David was born to a large family (he had 6 brothers) in Kansas in 1890. From an early age he was interested in outdoor sports and military history. Despite his mother’s objection to war, he continued his military studies and later joined the military academy at West Point.
After the war, along with George S.Patton he became more interested in tank warfare, investigating their optimal use in a fast moving war. However, the military top-brass were dismissive of this new-innovation and Dwight had to hold back from publishing more work on the use of tanks.
In the inter-war years, he served with a succession of generals, such as J.Pershing, Douglas MacArthur and George Marshall. Due to his strong administrative qualities, he was gradually promoted, reaching brigadier General in October 1941.
By the end of 1943, President Roosevelt decided that Eisenhower would make the best candidate to be the Supreme Allied Commander in Europe, this meant Eisenhower would have overall command for the forthcoming D-Day invasion, codenamed Operation Overlord.
This gave Eisenhower as many political difficulties as military. But, Eisenhower proved adept at managing the different egos and Allied nations involved in the assault on mainland Europe. He had to deal with prickly generals such as the British Bernard Montgomery, and fellow American General S.Patton. At one point, Eisenhower severely reprimanded Patton for slapping a soldier suffering from shell shock.
After the German surrender, Eisenhower was responsible for the Allied sections of occupied Germany. He sought to find evidence against leading Nazi’s and allowed more humanitarian aid into suffering German civilians.
In the aftermath of the Second World War, Eisenhower was initially hopeful that friendly relations could be maintained with the Soviet Union. However, by mid 1947, tensions between East and West increased and Eisenhower came to support the policies of Soviet containment.
Helped by a booming post-war economy, the 1950s was an era of prosperity and economic expansion and this helped maintain his popularity. One of his big achievements was the creation of an interstate highway, which improved motor transport between different cities.
In 1954, Eisenhower articulated the ‘domino theory’ – The idea that if Communists were allowed to prevail in one country, it would soon spread throughout the region. This doctrine proved very important, as during this era, the CIA became increasingly involved in plotting foreign coups and working to undermine Communist and left-leading governments. This included restoring the Shah to power in Iran and plotting the bay of pigs invasion of Cuba, which was left to John F.Kennedy to carry out.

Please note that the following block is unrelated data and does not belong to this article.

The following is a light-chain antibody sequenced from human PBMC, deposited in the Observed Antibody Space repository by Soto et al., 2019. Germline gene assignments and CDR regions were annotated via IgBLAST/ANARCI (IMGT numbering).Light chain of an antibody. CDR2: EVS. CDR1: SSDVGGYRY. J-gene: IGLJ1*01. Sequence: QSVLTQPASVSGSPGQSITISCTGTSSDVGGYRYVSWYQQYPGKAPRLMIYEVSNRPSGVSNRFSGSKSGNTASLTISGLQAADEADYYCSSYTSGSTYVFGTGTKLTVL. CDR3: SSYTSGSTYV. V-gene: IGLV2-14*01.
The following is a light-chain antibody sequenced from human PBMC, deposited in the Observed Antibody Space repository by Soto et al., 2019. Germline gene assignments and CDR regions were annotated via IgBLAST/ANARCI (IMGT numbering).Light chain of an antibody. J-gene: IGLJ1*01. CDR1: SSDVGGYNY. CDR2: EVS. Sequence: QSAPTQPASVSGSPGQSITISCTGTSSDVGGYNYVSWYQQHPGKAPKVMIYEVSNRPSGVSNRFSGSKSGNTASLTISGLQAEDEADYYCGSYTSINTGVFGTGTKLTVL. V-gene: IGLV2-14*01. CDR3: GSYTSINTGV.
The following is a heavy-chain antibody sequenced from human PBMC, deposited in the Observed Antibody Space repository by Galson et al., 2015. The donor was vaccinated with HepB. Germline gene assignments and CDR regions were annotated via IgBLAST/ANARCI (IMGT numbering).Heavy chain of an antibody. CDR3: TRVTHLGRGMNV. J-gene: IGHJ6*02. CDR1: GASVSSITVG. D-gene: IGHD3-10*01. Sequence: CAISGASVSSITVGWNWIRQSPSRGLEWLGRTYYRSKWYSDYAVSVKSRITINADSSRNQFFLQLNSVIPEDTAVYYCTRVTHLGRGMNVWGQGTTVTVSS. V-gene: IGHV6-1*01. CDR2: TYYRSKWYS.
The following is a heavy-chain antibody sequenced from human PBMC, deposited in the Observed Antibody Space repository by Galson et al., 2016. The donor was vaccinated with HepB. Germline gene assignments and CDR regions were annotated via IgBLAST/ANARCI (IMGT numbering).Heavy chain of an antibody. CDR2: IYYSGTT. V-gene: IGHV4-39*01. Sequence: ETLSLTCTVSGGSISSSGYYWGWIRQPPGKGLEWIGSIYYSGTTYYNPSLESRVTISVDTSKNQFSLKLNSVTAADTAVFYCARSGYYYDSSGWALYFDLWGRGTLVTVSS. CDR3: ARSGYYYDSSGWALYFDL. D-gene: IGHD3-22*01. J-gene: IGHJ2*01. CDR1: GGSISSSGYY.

One of the great successes of his administration was signing an armistice in the Korean war in 1953. He also severely criticised his former Allies – Britain, France and Israel for their invasion of the Suez canal. The intervention of the Americans was key in creating a humiliating reverse for the British, French and Isreali’s. Eisenhower was a strong supporter of the United Nations, and used the UN to criticise the Russian invasion of Hungary.
On the issue of civil rights, Eisenhower sought to end segregation in the army. He also sent in state troops to Little Rock, Arkansas to defend the end of segregation in schools.
In his last speech, he both warned of the enemies abroad, and the misuse of power at home.
“We face a hostile ideology global in scope, atheistic in character, ruthless in purpose and insidious in method…” and warned about what he saw as unjustified government spending proposals and continued with a warning that “we must guard against the acquisition of unwarranted influence, whether sought or unsought, by the military–industrial complex.”
“we recognize the imperative need for this development … the potential for the disastrous rise of misplaced power exists and will persist … Only an alert and knowledgeable citizenry can compel the proper meshing of the huge industrial and military machinery of defense with our peaceful methods and goals, so that security and liberty may prosper together.”
Eisenhower married Mamie Geneva Doud of Boone, Iowa, on July 1, 1916. They had two sons, one of whom died in childhood of scarlet fever. Eisenhower declared himself to be a religious man, but not affiliated to any particular sect. He was instrumental in having the US adapt the motto ‘In God we Trust’ in 1956.
Clancy's comment: Interesting life. Interesting man.